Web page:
Wednesday, October 31, 2012
4 Ways to Attract Outstanding Talent
In the HR blogosphere, job seekers are advised how to market themselves. Companies are aflood with resumes. The inundation of potential hires has created space for under-qualified gatekeepers to ask stupid questions that scare away talent. The strategy for attracting talent is a major focus for every company, many of them are doing it wrong, and that is why their turnover is higher than their hire rate.
The best talent are those who have options, may be satisfied with their current employment, and have a history of business results that speak volumes.
Advice: if you are hiring someone for a six figure salary don't make the first point of contact a college intern. Hiring is a two way street and first impressions are important on both sides of the street.
There are 4 things that attract outstanding talent:
2. Company Culture
3. Go-to-Market Strategy
4. Products and Services
This is Not a Test
I sat down with a CEO who rushed into a high rise building, drilled me with challenging questions, and proceeded to tell me that I was too tame. Leaders at the highest level should not assume that they have the right to dictate what job seekers want. Arrogance is the least form of leadership.
People want leaders who are accessible. We want to see an uncompromising vision, a passion for their company, and the consistent adaptation to change (which means you may have to admit your company is not perfect).
Leaders have to walk the walk! The vision laid out from the stage at the international company meeting will be exposed as executive bravado if you are faking it. If you exist in an ivory tower the folks in the trenches will know it. Don't ask for bottoms up feedback if you are not planning to take action on employee feedback.
How Does It Feel
I remember sitting in an orientation at a company I had joined when one employee told another that their idea for program improvement was stupid. I knew at that moment that I was in a bad environment. Great companies will expose you to a variety of employees in the hiring process. Of course, no company is perfect and some employees are more candid than others. Wouldn't you rather know in advance how people treat one another than to sign a contract and then find out the real story.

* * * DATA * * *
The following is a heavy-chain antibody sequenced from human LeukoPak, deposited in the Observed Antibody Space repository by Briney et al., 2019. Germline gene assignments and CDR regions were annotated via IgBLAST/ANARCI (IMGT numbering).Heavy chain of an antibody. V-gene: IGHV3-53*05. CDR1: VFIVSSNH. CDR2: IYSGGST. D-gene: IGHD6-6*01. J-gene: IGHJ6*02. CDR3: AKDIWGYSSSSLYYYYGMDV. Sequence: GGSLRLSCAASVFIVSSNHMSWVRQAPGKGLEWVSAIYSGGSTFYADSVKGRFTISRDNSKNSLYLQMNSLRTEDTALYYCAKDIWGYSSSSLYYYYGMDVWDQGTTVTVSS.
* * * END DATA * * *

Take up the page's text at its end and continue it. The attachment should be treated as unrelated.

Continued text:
Progress is made through collaborative, progressive thought leadership. Titles are not protected in great companies. Internal competition is merely a way for individuals to get over on one another. It serves no relevance to organizational progress.
Newsflash: it is OK to be nice!
Sales People Must Be Lead By Sales People
If I am working as a sales executive leading a team in a 7 figure deal, I need to be assured that the leadership in my organization understands every element of getting that done. This means the VP of Sales better have carried a bag longer than I have been alive. You cannot pretend to know the roller coaster of sales if you have never sold. Operational and Administrative mind frames are budget aware, Sales is a strategic revenue producing game! You cannot be a dog if you are a cat - stop pretending!
"You can fool some people, some time, but you can't fool all the people all the time" - Bob Marley
Bottom Line Capabilities
I hearken back to Simon Sinek and the golden circle: people don't buy what you do they buy why you do it. With this in mind, products cannot be the driving force in your go-to-market strategy. There are, however, minimum qualifications. If your product doesn't work, I cannot sell it. If you tell me your product can do something it cannot, I will not buy it.
Innovate or Perish!
The adaptation to change speaks to all of the aforementioned characteristics of what makes a company great! Every day is a new opportunity to experience something new, there is no finish line, and highly engaged people appreciate a challenge. Those who wish to stand still will be run over.
If you are an outstanding company you live every day with the motivation of what can be done not what has been done.
Don't Forget to Remember!